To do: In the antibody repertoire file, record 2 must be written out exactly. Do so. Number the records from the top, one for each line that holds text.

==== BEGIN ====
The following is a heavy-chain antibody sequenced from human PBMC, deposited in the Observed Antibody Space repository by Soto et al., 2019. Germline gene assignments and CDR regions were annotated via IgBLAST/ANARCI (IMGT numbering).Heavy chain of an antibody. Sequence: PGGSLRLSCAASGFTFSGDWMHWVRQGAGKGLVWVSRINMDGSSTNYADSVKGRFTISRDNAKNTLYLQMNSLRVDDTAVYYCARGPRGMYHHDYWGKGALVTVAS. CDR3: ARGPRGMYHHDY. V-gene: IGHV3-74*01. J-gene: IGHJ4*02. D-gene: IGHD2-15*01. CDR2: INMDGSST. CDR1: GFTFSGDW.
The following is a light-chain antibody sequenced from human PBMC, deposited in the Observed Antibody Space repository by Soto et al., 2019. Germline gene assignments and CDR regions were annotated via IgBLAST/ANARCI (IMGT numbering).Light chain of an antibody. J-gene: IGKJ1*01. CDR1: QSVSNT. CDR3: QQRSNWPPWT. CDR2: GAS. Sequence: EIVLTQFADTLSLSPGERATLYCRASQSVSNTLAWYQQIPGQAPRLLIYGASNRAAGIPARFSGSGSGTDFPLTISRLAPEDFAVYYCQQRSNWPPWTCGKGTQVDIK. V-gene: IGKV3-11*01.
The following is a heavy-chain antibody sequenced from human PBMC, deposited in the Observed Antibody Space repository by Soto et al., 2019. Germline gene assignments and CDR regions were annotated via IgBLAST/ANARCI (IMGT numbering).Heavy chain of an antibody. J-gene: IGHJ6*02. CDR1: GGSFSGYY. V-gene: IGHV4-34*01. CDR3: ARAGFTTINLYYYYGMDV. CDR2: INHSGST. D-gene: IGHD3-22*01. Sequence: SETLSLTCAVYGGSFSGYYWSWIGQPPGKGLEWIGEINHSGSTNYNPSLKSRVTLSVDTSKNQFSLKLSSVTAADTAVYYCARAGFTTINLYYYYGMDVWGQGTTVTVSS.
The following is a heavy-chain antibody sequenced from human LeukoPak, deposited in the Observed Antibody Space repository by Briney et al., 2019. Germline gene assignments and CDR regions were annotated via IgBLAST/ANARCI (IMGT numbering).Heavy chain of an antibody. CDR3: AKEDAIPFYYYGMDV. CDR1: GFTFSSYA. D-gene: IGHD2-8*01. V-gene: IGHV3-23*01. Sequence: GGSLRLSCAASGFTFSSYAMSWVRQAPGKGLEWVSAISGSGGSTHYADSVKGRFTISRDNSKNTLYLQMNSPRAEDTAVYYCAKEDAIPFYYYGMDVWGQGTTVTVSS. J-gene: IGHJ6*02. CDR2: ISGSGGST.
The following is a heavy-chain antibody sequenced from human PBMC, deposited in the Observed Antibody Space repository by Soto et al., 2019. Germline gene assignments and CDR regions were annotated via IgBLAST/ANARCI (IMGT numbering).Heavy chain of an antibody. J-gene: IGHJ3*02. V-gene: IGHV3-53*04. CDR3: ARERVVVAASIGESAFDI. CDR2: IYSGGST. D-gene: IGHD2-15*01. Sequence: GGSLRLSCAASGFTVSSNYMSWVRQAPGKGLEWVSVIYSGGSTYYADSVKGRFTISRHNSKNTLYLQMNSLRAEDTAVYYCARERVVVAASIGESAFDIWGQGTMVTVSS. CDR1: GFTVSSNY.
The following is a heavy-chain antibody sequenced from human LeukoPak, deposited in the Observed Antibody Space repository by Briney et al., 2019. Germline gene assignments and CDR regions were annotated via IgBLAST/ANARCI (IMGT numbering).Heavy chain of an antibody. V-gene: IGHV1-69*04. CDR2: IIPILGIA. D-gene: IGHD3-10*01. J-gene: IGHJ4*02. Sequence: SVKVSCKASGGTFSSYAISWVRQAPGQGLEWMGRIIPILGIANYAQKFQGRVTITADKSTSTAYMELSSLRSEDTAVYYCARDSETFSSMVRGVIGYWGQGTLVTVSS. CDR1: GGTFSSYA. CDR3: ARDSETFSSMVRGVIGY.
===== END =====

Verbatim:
The following is a light-chain antibody sequenced from human PBMC, deposited in the Observed Antibody Space repository by Soto et al., 2019. Germline gene assignments and CDR regions were annotated via IgBLAST/ANARCI (IMGT numbering).Light chain of an antibody. J-gene: IGKJ1*01. CDR1: QSVSNT. CDR3: QQRSNWPPWT. CDR2: GAS. Sequence: EIVLTQFADTLSLSPGERATLYCRASQSVSNTLAWYQQIPGQAPRLLIYGASNRAAGIPARFSGSGSGTDFPLTISRLAPEDFAVYYCQQRSNWPPWTCGKGTQVDIK. V-gene: IGKV3-11*01.